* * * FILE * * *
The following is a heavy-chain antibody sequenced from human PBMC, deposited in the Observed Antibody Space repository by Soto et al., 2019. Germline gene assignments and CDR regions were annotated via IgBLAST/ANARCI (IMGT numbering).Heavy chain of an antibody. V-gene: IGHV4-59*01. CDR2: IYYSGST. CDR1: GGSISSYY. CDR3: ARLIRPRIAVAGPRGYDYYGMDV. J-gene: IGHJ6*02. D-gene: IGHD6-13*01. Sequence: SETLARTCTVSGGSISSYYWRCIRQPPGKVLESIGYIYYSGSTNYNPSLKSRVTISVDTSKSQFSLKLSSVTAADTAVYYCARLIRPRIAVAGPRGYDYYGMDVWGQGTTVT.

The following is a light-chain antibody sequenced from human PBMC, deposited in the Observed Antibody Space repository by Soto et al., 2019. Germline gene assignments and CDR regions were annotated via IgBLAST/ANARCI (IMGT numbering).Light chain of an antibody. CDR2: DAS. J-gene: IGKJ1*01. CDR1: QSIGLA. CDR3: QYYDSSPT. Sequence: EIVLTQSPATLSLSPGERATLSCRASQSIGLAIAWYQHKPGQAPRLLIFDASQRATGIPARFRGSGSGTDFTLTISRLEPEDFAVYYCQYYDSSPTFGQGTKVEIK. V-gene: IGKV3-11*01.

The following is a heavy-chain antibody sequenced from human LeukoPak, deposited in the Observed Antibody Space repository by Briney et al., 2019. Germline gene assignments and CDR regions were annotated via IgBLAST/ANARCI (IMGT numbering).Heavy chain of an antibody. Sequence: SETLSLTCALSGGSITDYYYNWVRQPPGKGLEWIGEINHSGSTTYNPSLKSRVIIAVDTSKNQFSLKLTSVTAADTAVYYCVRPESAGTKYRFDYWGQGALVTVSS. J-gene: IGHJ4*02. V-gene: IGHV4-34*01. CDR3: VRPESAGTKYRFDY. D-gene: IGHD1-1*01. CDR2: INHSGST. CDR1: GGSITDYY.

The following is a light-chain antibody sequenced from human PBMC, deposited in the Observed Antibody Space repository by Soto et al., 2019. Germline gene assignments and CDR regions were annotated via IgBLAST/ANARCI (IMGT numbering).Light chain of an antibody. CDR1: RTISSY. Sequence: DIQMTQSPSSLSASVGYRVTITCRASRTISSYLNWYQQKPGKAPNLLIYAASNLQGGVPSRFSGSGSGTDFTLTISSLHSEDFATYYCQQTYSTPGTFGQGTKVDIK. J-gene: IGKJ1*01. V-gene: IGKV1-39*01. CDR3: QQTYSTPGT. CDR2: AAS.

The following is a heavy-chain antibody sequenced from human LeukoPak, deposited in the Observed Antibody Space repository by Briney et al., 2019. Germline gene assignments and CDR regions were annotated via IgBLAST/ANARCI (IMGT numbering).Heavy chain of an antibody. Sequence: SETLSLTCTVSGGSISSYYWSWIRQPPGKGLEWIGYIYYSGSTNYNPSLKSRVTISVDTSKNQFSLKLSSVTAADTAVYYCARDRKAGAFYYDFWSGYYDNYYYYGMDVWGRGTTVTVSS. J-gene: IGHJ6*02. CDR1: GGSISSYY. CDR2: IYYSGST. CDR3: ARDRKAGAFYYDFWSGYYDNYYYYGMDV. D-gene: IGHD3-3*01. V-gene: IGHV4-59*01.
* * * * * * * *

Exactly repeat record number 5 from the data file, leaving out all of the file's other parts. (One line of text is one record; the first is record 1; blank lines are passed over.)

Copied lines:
The following is a heavy-chain antibody sequenced from human LeukoPak, deposited in the Observed Antibody Space repository by Briney et al., 2019. Germline gene assignments and CDR regions were annotated via IgBLAST/ANARCI (IMGT numbering).Heavy chain of an antibody. Sequence: SETLSLTCTVSGGSISSYYWSWIRQPPGKGLEWIGYIYYSGSTNYNPSLKSRVTISVDTSKNQFSLKLSSVTAADTAVYYCARDRKAGAFYYDFWSGYYDNYYYYGMDVWGRGTTVTVSS. J-gene: IGHJ6*02. CDR1: GGSISSYY. CDR2: IYYSGST. CDR3: ARDRKAGAFYYDFWSGYYDNYYYYGMDV. D-gene: IGHD3-3*01. V-gene: IGHV4-59*01.